The Royal College of Nursing has strongly criticised the plants of an NHS trust to replace over 20 registered nursing posts with associates.
East and North Hertfordshire Trust has denied that the policy represents the substitution of nurses, pointing to the fact that the posts in question are currently vacant.
But Janet Davies, Royal College of Nursing chief executive, believes that the decision is a worrying move, and that replacing nurses with associates would ultimately lead to diminished patient care.
Health Education England had designed this pilot trust as a bridge between healthcare assistant roles and registered nurses.
However, it seems that financial savings may ultimately be the motivation behind this policy.
Replacing the five nursing roles with associates will save the trust around £130,000 pounds annually, according to board papers.
Nursing associates will be paid band three wages while being trained, before moving to band four once the two-year programme is completed.
The trust had begun to review its nursing provision back in April 2016, and evidently came to the conclusion that making this decision would be a viable financial move.
But previously published academic evidence does suggest that nursing associates can reduce the quality of care delivered to patients.
Peer-reviewed studies in the United States have indicated that replacing nurses with associates can lead to increased risks to patient safety.
This could be considered particularly worrying in this region, as East and North Hertfordshire Trust has experienced higher than expected summary hospital level mortality indicator rates in five out of eight reporting periods since 2014.
The aforementioned Davies indicated that she is concerned about this associate move, and worried that it could be indicative of future trends in nursing.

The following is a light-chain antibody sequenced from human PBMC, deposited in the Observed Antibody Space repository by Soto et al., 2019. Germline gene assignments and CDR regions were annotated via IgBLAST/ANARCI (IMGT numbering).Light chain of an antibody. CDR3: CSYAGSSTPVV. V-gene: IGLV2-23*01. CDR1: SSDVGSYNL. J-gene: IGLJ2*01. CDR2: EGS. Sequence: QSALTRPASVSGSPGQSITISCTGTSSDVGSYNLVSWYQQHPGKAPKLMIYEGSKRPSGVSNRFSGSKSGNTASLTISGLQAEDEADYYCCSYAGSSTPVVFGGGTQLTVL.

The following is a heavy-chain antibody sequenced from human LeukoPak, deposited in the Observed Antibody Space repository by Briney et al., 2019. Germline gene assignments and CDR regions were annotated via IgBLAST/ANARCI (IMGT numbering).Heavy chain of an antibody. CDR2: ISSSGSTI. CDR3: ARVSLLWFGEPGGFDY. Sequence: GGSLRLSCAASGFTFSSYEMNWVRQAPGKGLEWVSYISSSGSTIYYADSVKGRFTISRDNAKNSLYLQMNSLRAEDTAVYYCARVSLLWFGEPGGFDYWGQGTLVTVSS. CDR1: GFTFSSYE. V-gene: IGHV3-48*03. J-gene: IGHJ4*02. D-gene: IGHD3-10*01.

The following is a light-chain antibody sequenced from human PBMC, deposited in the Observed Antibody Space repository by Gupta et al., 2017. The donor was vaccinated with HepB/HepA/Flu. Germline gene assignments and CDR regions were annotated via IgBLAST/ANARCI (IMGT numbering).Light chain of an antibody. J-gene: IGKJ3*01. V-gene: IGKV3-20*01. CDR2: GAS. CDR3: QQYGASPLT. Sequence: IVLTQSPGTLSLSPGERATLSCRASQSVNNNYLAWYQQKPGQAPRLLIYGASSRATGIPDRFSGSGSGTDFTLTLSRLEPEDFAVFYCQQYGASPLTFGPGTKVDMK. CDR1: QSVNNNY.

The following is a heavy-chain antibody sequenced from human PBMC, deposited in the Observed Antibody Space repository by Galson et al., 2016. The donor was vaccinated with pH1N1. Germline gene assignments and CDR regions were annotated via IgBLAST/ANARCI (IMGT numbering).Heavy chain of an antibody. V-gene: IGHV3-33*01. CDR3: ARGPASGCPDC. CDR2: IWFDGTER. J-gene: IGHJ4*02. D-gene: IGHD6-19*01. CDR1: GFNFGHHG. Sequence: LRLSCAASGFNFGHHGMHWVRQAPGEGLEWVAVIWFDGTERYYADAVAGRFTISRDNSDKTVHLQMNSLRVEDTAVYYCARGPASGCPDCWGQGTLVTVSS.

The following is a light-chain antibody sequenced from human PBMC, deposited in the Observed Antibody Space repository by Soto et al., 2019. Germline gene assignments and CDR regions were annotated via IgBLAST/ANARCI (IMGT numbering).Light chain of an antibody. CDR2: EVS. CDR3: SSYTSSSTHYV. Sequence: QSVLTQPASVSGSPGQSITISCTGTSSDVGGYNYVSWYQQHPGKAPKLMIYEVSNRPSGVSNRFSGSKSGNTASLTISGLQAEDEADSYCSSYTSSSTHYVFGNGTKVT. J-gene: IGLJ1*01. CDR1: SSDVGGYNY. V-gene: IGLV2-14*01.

“This is a worrying move and another reminder of the need for more nurses to deliver safe care. The Royal College of Nursing repeatedly warned the government that its failure to recruit and retain registered nurses would lead to nursing associates replacing them. It is just not fair on nursing associates to expect them to deliver the same standard of care as a highly trained registered nurse.”
Davies also outlined her view on the appropriate role for associates within the healthcare system.
“Support staff must supplement their work, rather than replace them. Patients are being short changed too. Health outcomes are improved when greater numbers of registered nurses with the right skills mix are on duty.”
Meanwhile, East and North Hertfordshire Trust acting chief nurse Liz Lees, outlined the ethos behind the decision-making process.
“At the heart of this work is the principle of having the right staff, with the right skills and competencies, in the right place. Incorporating these new roles within our ward-based establishment does not compromise our registered nurse to patient ratio, on which we are well within national guidance. The roles also provide an alternative route in to the graduate training programme for nursing.”